Monday, September 6, 2010

#3: shakespeare was knocked overboard...and then he went under.

When I first began reading Jacob’s Room, I was actually quite surprised as to how different stylistically it is from Mrs. Dalloway. Whereas in the latter the reader spends his time entangled in the thoughts, minds of various characters, in this novel, the stream of consciousness is not so acutely present. It is more like reading Virginia Woolf’s mind, while she’s picturing and creating this novel in her own mind, with her narrating it. If that makes any sense. I imagine the difference stems from the fact that Jacob’s Room is an earlier novel and with Mrs. Dalloway, Woolf reached a different depth in her interest in the human mind and flow of thoughts and, of course, a different depth of writing as well as a different purpose.

After a couple of chapters into the novel, I began to realize how much this novel reminds me of James Joyce’s The Portrait of the Artist as a Young Man, which was published six years earlier and as the essay on “Modern Fiction” suggested, Woolf was very much aware of Joyce as a literary figure. Also, in the chronology in the beginning of the novel, it shows that Ulysses was published the same year as Jacob’s Room. What reminded me of Joyce’s novel was at first the progression of time – from the early childhood of Jacob, with time skipping forward every couple of pages, presumably until his premature death and his lingering presence or marked absence carried through the people that knew him and long for him. There are also many scenes from school, which also reminded me of Stephen Dedalus and his schoolboy days. Other similarities include both  boys’ forays into love and lust, albeit for different reasons, but in similar circumstances – both are involved in some way with prostitutes. I do not know how much of an influence Joyce was on Woolf, if any at all, but I do not know whether these similarities are coincidental. After all, both Joyce and Woolf were the pioneers of modern fiction and literary forays into the intricacies of the human mind.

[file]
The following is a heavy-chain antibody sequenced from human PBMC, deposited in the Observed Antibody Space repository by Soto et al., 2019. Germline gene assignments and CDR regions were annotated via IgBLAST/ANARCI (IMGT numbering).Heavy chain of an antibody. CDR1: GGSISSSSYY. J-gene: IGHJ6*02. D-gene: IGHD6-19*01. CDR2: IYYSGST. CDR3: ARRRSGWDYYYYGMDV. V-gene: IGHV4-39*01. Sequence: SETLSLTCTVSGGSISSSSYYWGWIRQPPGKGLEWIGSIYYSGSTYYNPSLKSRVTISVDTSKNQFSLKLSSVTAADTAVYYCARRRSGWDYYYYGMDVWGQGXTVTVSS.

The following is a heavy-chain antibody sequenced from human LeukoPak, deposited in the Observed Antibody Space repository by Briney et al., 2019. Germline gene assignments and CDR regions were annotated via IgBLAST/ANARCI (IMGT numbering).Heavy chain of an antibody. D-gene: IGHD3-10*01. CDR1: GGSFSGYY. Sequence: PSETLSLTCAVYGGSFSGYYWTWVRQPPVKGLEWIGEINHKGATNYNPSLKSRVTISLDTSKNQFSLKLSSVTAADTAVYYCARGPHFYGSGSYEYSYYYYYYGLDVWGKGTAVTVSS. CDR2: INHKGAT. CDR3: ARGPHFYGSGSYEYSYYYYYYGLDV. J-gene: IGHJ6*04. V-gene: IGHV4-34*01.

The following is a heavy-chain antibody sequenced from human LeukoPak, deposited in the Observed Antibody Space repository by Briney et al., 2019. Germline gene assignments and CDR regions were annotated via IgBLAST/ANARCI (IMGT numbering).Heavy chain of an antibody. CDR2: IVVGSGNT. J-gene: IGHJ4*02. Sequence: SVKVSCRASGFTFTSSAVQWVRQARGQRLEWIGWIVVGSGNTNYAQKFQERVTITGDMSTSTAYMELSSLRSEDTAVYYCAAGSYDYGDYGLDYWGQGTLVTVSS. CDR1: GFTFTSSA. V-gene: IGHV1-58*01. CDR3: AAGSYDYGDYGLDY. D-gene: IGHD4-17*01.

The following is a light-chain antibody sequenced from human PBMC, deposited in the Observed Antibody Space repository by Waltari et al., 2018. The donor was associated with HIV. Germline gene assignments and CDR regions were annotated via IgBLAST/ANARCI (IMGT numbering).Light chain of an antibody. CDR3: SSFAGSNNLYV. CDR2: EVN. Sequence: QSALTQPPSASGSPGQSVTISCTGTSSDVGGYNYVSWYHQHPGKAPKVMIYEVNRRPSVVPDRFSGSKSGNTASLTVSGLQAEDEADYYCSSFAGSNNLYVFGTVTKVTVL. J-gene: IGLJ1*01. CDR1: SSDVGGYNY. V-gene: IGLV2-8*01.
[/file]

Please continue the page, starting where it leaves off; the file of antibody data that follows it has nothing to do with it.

The difference is, of course, that Joyce’s novel is written entirely in stream of consciousness and presents the reader with a semi-autobiographical account of a writer’s life. While Jacob Flanders seems to like literature similar to what Stephen Dedalus admires,  he is not particularly defined as an artist and the reader certainly does not get to spend as much time in his thoughts. Woolf only gives us snippets of his sentences or feelings, while we see him through the eyes of other people. It is almost a reverse of Joyce’s novel in that this time, we see a character not from within, but without. It is also through the eyes and thoughts of ordinary minds on ordinary days, which Woolf was very interested in.

There were a couple of other very interesting things. For instance, Jacob’s thoughts on women in church (pg.31), where he compares them to dogs in church – a distraction that causes the mind to wander. Another description is that women are “as ugly as sin”, all of which is reminiscent of the idea of women as the cause of sin and temptation. While Jacob denounces all sorts of “elderly people” (which also emphasizes the difference between Victorian and modern generations, reminiscent of Woolf’s “Modern Fiction” essay, as one man Jacob visits for luncheon has a book by Wells on his shelf), he also shares this certain imbedded notion about women, which I thought was very interesting, especially in a Woolf novel, as she was a leading figure in the feminist movement. Also, every since A Sketch of the Past, I have been wondering about the figure of Laura, the mentally disabled sister of Virginia Woolf. For a feminist writer that she was, I am really interested in whether Laura has any presence in Woolf’s work or whether she is marginalized there as well. She was mentioned only in passing in Sketch, or at least the excerpt that we have read, so I am hoping I will have some sort of an answer to this after I read more of Woolf’s work. The one possible influence of Laura I see in Jacob’s Room so far could be Captain Barfoot’s invalid wife – she is stuck at home with Mr. Dickens (a very curious name for obvious reasons) taking care of her, presumably childless, knowing that her husband is making trips to Betty Flanders. I imagine such a knowledge would probably be very disturbing and saddening. Still, she seems to be physically disabled, while Laura was mentally disabled and eventually institutionalized and thus, disabled in a much more severe way than Woolf herself, as she was periodically instutitionalized.

To end with, here is my favorite passage so far, 

“Nobody sees any one as he is, let alone an elderly lady sitting opposite a strange young man in a railway carriage. They see a whole – they see all sorts of things – they see themselves…” (29). 

This is how I see Woolf’s fiction altogether – it is not necessarily a picture of other people’s minds, not even ordinary minds on ordinary days, but a picture of Woolf’s mind only. We cannot experience the act of being somebody else, their consciousness, their mind and thus, we are only limited to seeing parts of ourselves in everything and everyone. 

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